Beginning The Dialogue On Church And Culture
Bert Waggoner is the National Director and President of Vineyard USA
"Culturally relevant mission"- that is one of five core values that identifies who the Vineyard is and where or how we are investing our time, energy, and money.
This core value seems rather simple and non-threatening. What could be so difficult and significant about this "being culturally relevant" as we go about the mission of Christ?
While pondering this question, I pulled a number of books from my library shelf. There was J. H. Wright's masterful and comprehensive study, The Mission of God and David Bosch's Transforming Mission. You don't read far into these missiological masterpieces before you realize that "mission" is not simple, nor is it a fuzzy teddy bear. You also realize that mission is not limited to what we do overseas. The church everywhere is in a missionary context. Mission is a concept that defines the very essence of the church and what she is to do in the world.
Then you pick up books like Culture Matters, edited by Lawrence Harrison and Samuel P. Huntington or the final classic work on the church and culture from the perspective of Christendom, Christ and Culture by H. Richard Niebuhr, and a number of books written from a post-Christendom perspective which question the position taken by Niebuhr such as Craig Carters, Rethinking Christ and Culture or D.A. Carson's, Christ and Culture Revisited and you begin to see that the issue of how the church relates to and communicates with culture is much more challenging than it appears at first glance.
Add to this the plethora of books on youth culture, cross-cultural communication, ethnic diversity, sub cultures etc. and you begin to get a feel for how large the issue of the church, mission and culture really is. Recently I read, Technology and Religion by Noreen Herzfield. As I read I realized that technology was a product of our culture that is changing the way we live, yet I had not read anything on this aspect of how technology relates to our mission and being culturally relevant in that mission. This very helpful book raised a lot of questions for me to ponder.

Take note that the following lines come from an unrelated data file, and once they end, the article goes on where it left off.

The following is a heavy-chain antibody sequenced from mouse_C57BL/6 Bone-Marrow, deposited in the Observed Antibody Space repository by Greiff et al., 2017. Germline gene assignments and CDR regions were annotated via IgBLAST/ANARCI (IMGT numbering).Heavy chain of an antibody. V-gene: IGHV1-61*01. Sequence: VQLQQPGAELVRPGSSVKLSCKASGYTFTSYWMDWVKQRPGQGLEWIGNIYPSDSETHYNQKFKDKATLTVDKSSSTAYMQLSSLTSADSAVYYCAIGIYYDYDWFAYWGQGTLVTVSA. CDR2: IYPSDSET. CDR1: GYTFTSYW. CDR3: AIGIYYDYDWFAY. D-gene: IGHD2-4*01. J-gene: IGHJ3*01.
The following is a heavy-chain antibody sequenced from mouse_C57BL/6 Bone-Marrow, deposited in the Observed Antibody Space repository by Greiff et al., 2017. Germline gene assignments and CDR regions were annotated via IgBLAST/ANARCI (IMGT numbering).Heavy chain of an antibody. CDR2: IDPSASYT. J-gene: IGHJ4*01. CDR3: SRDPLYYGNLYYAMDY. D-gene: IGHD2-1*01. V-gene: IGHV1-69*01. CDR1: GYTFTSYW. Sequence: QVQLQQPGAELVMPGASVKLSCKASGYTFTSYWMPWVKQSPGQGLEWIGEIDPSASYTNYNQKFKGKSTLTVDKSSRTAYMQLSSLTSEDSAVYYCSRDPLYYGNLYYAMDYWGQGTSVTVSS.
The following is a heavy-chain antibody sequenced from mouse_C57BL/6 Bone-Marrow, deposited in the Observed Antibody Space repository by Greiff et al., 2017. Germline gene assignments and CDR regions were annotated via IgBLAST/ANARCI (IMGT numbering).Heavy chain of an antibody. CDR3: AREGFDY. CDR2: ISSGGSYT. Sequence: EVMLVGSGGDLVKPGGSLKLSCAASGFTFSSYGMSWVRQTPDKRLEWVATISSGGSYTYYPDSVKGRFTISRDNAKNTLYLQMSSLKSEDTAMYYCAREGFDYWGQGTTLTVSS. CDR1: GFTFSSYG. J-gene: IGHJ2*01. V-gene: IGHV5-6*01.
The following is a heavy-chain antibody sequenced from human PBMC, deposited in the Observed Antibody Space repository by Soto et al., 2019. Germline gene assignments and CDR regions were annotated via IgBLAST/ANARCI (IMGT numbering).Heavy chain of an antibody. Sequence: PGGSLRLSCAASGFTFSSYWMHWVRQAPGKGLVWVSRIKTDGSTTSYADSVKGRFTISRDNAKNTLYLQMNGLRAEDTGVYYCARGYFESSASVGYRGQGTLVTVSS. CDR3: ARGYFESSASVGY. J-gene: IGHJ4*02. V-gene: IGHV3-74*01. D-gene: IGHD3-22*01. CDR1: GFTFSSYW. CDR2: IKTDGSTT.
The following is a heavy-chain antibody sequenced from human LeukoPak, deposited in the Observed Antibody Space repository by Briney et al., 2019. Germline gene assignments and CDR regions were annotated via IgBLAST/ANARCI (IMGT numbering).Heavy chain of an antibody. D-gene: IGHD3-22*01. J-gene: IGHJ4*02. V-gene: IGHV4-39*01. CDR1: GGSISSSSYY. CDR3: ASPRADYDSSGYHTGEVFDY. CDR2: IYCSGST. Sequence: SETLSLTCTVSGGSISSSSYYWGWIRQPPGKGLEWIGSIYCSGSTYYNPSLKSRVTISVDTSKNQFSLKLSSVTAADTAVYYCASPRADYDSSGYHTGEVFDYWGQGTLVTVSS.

These questions along with a host of others need to be asked and answered as the Vineyard considers the issue of cultural relevance in mission. Some questions that come readily to mind are:
1. What is "mission" in a post-Christendom world?
2. What is included in "mission?"
3. How does the church relate to the multiplicity of cultures in an age of diversity?
4. How does the church keep from being pushed into the mold of a culture that contradicts its message?
5. How can the church be relevant in its message and still be salt and light in a spoiled and dark world?
6. How do we keep from throwing away the proverbial baby of the Christian faith while dispersing of the bath water of Christendom?
7. What is "Christian culture" and is it a culture that transcends all local culture? How much of this culture is the last vestiges of Christendom?
All of this leads me to say that the statement of this core value, "the Vineyard is committed to a culturally relevant mission," is just the beginning of a vital and long dialogue that may well be the main issue that determines whether we are going to be a small sect of backwater, irrelevant churches or a community of churches that really do make a difference in the world. We have just begun to address the vital questions that this core value pushes to the forefront of our life and discussion.
In this issue Michael Palandro from the Houston Vineyard begins the discussion by addressing the need for churches to become multi-cultural and multi-ethnic. Homero Garcia, one of our emerging Latino leaders from Chicago, then turns the light on the exploding Hispanic presence in the US and how the Vineyard must engage the challenge and the opportunities that this presents to the church. Finally, David Workman of the Cincinnati Vineyard, a church that has always been a leader in the issue of relevance in mission, gives a clear call to cultural relevance in the mission of the local church and a challenge to live in the tensions of cultural relevance with biblical faithfulness. You might also want to read an article I wrote for an upcoming issue of Cutting Edge which should be out in late August or early September.
I hope you enjoy these brief introductory articles that are the opening salvos of a long term discussion on the subject that may well be the single most important dialog in determining whether the Vineyard will be relevant in its mission in the twenty-first century and an effective instrument of God's reign in the world.